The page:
This semester saw me developing and teaching a new extensive course. Following the positive evaluations received from the students taking the New Media course at Katho and their calls for more specialized courses, prostate I was asked to prepare and deliver an introductory course on Branding.
After extensive research of other branding courses – both academic and non-academic – I have decided to focus on the main areas of branding: definitions, skincare brand positioning, segmenting and research, brand strategy and management and brand equity. Of the 15 hours dedicated to the course I have decided to dedicate 3 to peer learning, 3 to evaluation and 1 more to exploration.
We started the course in front of a grocery store when after the brief introduction students received their first task: observing branding in action – as in observing store layouts, predominance of some brands and packaging, observing purchase behavior of other shoppers and thinking themselves in a purchasing situation as a way of assessing the influence of brands (knowledge, loyalty, price and more) on their purchase decision. We continued our lesson in a nearby park discussing the outcomes of their observations and introducing key notions such as brand image, brand identity or brand promise.
The course also provided students with a day for peer learning when they had to lead the class and speak about brand equity and brand measurement. Moreover, Leo Exter, founder of WeStartup and BizCamp Belgium, joined the class and shared with them his experience as a marketeer and brand builder. His talk focused on three lessons practical marketing has been extremely informative and interesting.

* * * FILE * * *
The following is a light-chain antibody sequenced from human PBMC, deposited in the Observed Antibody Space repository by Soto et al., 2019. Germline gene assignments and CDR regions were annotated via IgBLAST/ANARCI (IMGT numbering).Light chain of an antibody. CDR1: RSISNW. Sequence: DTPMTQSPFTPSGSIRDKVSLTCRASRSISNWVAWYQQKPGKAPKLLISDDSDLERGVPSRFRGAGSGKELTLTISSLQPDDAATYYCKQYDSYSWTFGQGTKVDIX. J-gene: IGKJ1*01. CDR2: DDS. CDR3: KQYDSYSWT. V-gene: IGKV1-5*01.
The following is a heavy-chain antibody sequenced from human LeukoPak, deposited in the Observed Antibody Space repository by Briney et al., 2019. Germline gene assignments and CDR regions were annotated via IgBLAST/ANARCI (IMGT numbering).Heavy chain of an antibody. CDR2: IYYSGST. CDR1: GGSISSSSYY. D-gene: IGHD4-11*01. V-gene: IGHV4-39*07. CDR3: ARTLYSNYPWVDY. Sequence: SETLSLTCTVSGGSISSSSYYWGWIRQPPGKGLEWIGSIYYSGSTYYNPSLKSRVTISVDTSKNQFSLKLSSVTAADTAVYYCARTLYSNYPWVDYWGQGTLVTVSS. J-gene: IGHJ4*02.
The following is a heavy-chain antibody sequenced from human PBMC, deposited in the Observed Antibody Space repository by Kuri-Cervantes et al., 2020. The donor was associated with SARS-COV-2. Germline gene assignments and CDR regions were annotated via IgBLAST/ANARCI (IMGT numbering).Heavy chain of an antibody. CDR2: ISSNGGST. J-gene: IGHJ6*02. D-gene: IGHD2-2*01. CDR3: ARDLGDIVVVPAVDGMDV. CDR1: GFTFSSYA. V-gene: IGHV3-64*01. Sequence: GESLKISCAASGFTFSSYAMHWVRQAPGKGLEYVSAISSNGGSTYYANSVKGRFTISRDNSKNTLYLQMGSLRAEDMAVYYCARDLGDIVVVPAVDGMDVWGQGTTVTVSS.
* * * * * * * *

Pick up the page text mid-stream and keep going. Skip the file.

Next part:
Assignments & marking
The students’ final assessment was a team project: the students were given a generic product (orange juice or a waffle) and were asked to develop a brand and brand strategy for the product. They also had to conduct research to support their strategic direction. However, their grade was a result of their class activity, peer learning day and the team project. The course syllabus has details on each aspect of the course.
As with the New Media course, I asked the students to fill in an online evaluation survey. According to the results, the best parts of the course (as in rated as excellent) were:
- The overall teaching effectiveness (80%)
- The lecturer’s answer to the students’ questions (80%)
- The lecturer’s use of technology (80%)
- The lecturer’s ability to present alternative explanations (70%)
- The clarity of the students’ responsibilities and requirements (70%)
Judging from the evaluations and the feedback received the students enjoyed the course and although they might have come across the notions we covered previously, the structure and way in which they were presented enabled them to expand their knowledge and understanding of the subject.
It is extremely rewarding to see such good evaluation results especially after a first delivery when all that one can do is try to benchmark against other courses offered internationally. It is a challenge to produce something that has already been covered and delivered so many times before but give it a new twist. To achieve this, I have to thank the academics and practitioners who provided me with their feedback while I was working on this course.